Super User is a question and answer site for computer enthusiasts and power users. Join them; it only takes a minute:

Sign up
Here's how it works:
  1. Anybody can ask a question
  2. Anybody can answer
  3. The best answers are voted up and rise to the top

I have a simple Excel table containing a formula that is referencing columns in another table, and is using the automatic table-range-names (not sure what they're correctly called)

=A1 + SUM(MyOtherTable[ColumnA]) * SUM(AnotherTable[AnotherA])

The problem is that when I copy that formula to the right, the column references all shift right too, so becoming:

=A1 + SUM(MyOtherTable[ColumnA]) * SUM(AnotherTable[AnotherA])
=B1 + SUM(MyOtherTable[ColumnB]) * SUM(AnotherTable[AnotherB])
=C1 + SUM(MyOtherTable[ColumnC]) * SUM(AnotherTable[AnotherC])

How can I stop this? I can't find an equivalent to the dollar-references like $A$A. Note that I do want the normal behaviour for the RC references.

The only alternative I can think of is to created named ranges for the columns in the other tables, although this seems to defeat the object to some extent of the table-ranges.

share|improve this question
up vote 3 down vote accepted

Instead of dragging, try copy-and-pasting. That works in Excel 2007/2010.

share|improve this answer
Oh. Simple. Thanks. – Cylindric May 16 '12 at 13:59

The way to specify a whole column is with the reference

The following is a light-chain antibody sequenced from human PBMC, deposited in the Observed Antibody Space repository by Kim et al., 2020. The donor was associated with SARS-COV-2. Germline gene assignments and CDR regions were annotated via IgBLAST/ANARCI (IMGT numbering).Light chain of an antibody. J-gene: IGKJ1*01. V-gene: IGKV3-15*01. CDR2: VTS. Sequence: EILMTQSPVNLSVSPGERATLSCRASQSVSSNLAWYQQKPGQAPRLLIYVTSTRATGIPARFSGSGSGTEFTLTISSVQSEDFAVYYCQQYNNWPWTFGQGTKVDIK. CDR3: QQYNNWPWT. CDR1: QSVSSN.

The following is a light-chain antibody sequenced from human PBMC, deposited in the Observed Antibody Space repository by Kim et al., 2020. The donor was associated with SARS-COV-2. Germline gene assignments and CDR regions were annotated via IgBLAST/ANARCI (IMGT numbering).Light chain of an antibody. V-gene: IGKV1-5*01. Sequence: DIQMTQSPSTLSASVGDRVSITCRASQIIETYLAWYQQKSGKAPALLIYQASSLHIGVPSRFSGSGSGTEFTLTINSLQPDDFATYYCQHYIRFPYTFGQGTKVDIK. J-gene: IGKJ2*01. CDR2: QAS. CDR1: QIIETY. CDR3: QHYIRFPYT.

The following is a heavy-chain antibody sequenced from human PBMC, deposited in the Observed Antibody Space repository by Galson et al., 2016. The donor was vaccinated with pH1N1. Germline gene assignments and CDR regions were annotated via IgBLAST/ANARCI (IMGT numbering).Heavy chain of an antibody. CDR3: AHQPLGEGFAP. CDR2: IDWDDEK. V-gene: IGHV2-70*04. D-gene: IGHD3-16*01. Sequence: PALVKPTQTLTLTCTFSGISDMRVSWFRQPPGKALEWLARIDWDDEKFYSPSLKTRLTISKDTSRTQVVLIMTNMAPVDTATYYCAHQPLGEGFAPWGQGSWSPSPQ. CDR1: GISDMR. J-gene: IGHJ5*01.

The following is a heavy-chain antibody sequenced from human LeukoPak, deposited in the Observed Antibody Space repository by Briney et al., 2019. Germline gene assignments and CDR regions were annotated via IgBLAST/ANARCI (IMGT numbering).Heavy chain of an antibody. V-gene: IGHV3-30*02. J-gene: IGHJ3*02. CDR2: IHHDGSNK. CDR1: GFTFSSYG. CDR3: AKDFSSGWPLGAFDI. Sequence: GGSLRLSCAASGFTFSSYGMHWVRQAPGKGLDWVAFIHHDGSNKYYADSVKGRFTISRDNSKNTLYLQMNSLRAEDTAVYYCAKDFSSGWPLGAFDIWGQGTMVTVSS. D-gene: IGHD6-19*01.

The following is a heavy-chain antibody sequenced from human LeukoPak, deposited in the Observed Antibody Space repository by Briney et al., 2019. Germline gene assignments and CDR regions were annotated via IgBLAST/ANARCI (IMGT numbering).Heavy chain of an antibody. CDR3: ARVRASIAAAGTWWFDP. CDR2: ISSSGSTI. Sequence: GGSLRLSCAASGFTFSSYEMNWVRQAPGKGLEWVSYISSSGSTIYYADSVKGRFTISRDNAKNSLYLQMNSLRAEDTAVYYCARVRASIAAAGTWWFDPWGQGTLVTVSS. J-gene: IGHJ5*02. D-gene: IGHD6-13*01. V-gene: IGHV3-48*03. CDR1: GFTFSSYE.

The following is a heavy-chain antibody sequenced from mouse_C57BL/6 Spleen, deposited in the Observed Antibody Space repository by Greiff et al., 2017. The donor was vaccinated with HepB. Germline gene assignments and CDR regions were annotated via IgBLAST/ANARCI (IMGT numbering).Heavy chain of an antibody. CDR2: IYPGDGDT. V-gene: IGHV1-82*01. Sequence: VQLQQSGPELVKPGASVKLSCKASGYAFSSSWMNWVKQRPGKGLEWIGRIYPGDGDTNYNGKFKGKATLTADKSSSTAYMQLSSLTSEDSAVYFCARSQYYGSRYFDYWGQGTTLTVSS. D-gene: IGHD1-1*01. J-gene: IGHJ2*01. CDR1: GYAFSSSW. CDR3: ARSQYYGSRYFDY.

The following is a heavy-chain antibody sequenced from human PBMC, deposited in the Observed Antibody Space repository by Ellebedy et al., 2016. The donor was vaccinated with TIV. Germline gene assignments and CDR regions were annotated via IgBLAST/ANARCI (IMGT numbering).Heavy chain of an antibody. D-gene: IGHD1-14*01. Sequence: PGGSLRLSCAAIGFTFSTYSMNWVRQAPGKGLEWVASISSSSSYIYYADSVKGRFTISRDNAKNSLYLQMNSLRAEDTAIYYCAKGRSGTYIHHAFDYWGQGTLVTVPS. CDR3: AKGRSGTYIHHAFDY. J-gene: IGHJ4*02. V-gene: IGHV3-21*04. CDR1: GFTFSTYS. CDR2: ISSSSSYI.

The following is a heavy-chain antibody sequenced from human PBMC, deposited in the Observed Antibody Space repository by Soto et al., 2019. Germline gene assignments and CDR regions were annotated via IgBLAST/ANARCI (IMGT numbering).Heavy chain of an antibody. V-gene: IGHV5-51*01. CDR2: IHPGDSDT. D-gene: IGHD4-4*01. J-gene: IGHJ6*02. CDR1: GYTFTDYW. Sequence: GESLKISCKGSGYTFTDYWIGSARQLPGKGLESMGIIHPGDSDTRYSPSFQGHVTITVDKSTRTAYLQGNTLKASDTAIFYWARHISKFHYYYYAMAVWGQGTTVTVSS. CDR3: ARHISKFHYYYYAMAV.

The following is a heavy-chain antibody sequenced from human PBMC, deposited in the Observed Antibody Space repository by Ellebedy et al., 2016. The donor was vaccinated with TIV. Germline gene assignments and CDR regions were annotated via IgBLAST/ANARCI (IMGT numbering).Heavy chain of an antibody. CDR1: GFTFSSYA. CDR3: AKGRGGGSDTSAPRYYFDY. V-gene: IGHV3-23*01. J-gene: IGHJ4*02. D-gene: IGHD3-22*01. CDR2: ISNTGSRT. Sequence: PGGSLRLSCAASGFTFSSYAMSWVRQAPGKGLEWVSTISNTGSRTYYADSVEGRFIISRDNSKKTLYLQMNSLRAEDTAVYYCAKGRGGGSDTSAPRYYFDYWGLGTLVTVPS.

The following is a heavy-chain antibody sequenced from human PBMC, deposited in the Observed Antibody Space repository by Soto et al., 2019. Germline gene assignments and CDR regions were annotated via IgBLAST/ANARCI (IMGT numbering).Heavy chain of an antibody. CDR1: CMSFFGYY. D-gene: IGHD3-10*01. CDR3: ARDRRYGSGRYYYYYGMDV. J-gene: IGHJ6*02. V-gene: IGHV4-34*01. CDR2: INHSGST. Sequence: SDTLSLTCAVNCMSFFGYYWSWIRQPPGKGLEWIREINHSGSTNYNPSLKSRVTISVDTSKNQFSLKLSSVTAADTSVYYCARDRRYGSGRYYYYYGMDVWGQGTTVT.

That will give you a fixed whole-column reference.

Personally, I find Excel much easier to work with when I switch to the R1C1 reference format (Tools/Options/General). Then you can refer to a fixed column as:


Or a relative column as


This mode makes it very easy to refer to the current row or column:


would be the cell on current row, column 2.

share|improve this answer
Thanks, I'm aware of using the traditional addressing methods, I was more curious about using the "new way" effectively. Table ranges seem a bit buggy though. I had a named-range set to AnotherTable[AnotherA], but when I use that in a formula, dragging the formula changes the named range – Cylindric May 16 '12 at 11:02
Oh, doh! I didn't spot you were referring to table references - silly me - sorry. The names in tables come from the column headers & I don't think you get any control at all as you've discovered. I think that this is because they originally came from Pivot Tables where you can't arbitrarily drag cells around, only whole data columns, for formulas you have to create pivot table formulas. – Julian Knight May 16 '12 at 11:18

If you still need the answer modify your formula as below:

A1 + SUM(MyOtherTable[[ColumnA]: [ColumnA]]) * SUM(AnotherTable [[AnotherA]: [AnotherA]])

share|improve this answer

You must log in to answer this question.

Not the answer you're looking for? Browse other questions tagged .